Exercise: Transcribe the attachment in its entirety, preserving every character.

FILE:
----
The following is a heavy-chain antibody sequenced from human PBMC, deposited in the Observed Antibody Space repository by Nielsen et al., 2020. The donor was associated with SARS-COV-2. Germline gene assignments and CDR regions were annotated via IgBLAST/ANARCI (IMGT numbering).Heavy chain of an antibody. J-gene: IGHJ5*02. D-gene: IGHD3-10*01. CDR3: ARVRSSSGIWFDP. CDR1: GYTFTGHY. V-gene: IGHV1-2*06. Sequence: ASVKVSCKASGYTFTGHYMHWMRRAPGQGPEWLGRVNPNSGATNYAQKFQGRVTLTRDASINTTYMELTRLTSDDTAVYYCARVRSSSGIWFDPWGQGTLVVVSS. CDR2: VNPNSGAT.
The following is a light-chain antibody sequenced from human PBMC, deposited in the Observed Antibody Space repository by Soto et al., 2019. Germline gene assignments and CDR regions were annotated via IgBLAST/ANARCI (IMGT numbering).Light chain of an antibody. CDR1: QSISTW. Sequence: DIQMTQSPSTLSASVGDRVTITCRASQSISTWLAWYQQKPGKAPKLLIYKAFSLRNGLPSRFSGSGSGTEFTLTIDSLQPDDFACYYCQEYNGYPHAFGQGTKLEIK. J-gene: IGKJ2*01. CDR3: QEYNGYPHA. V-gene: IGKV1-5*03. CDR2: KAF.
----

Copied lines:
The following is a heavy-chain antibody sequenced from human PBMC, deposited in the Observed Antibody Space repository by Nielsen et al., 2020. The donor was associated with SARS-COV-2. Germline gene assignments and CDR regions were annotated via IgBLAST/ANARCI (IMGT numbering).Heavy chain of an antibody. J-gene: IGHJ5*02. D-gene: IGHD3-10*01. CDR3: ARVRSSSGIWFDP. CDR1: GYTFTGHY. V-gene: IGHV1-2*06. Sequence: ASVKVSCKASGYTFTGHYMHWMRRAPGQGPEWLGRVNPNSGATNYAQKFQGRVTLTRDASINTTYMELTRLTSDDTAVYYCARVRSSSGIWFDPWGQGTLVVVSS. CDR2: VNPNSGAT.
The following is a light-chain antibody sequenced from human PBMC, deposited in the Observed Antibody Space repository by Soto et al., 2019. Germline gene assignments and CDR regions were annotated via IgBLAST/ANARCI (IMGT numbering).Light chain of an antibody. CDR1: QSISTW. Sequence: DIQMTQSPSTLSASVGDRVTITCRASQSISTWLAWYQQKPGKAPKLLIYKAFSLRNGLPSRFSGSGSGTEFTLTIDSLQPDDFACYYCQEYNGYPHAFGQGTKLEIK. J-gene: IGKJ2*01. CDR3: QEYNGYPHA. V-gene: IGKV1-5*03. CDR2: KAF.